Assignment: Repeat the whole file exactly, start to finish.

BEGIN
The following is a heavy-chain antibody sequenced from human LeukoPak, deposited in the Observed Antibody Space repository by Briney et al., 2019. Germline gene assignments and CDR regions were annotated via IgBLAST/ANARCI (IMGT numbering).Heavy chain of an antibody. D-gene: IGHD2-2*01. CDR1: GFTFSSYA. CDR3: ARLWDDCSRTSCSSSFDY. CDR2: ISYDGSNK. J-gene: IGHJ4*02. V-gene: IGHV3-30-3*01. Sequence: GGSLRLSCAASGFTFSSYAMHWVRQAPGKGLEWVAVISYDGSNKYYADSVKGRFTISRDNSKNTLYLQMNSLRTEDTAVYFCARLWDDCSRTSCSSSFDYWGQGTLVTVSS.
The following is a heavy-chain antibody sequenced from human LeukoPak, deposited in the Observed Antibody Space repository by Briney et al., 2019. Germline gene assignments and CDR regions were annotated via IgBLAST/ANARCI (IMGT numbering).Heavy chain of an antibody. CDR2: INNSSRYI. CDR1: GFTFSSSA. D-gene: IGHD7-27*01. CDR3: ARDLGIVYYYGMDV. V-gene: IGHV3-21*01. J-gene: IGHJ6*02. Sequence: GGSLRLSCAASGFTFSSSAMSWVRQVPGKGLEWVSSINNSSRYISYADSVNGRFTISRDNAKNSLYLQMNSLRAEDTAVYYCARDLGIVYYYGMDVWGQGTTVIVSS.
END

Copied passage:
The following is a heavy-chain antibody sequenced from human LeukoPak, deposited in the Observed Antibody Space repository by Briney et al., 2019. Germline gene assignments and CDR regions were annotated via IgBLAST/ANARCI (IMGT numbering).Heavy chain of an antibody. D-gene: IGHD2-2*01. CDR1: GFTFSSYA. CDR3: ARLWDDCSRTSCSSSFDY. CDR2: ISYDGSNK. J-gene: IGHJ4*02. V-gene: IGHV3-30-3*01. Sequence: GGSLRLSCAASGFTFSSYAMHWVRQAPGKGLEWVAVISYDGSNKYYADSVKGRFTISRDNSKNTLYLQMNSLRTEDTAVYFCARLWDDCSRTSCSSSFDYWGQGTLVTVSS.
The following is a heavy-chain antibody sequenced from human LeukoPak, deposited in the Observed Antibody Space repository by Briney et al., 2019. Germline gene assignments and CDR regions were annotated via IgBLAST/ANARCI (IMGT numbering).Heavy chain of an antibody. CDR2: INNSSRYI. CDR1: GFTFSSSA. D-gene: IGHD7-27*01. CDR3: ARDLGIVYYYGMDV. V-gene: IGHV3-21*01. J-gene: IGHJ6*02. Sequence: GGSLRLSCAASGFTFSSSAMSWVRQVPGKGLEWVSSINNSSRYISYADSVNGRFTISRDNAKNSLYLQMNSLRAEDTAVYYCARDLGIVYYYGMDVWGQGTTVIVSS.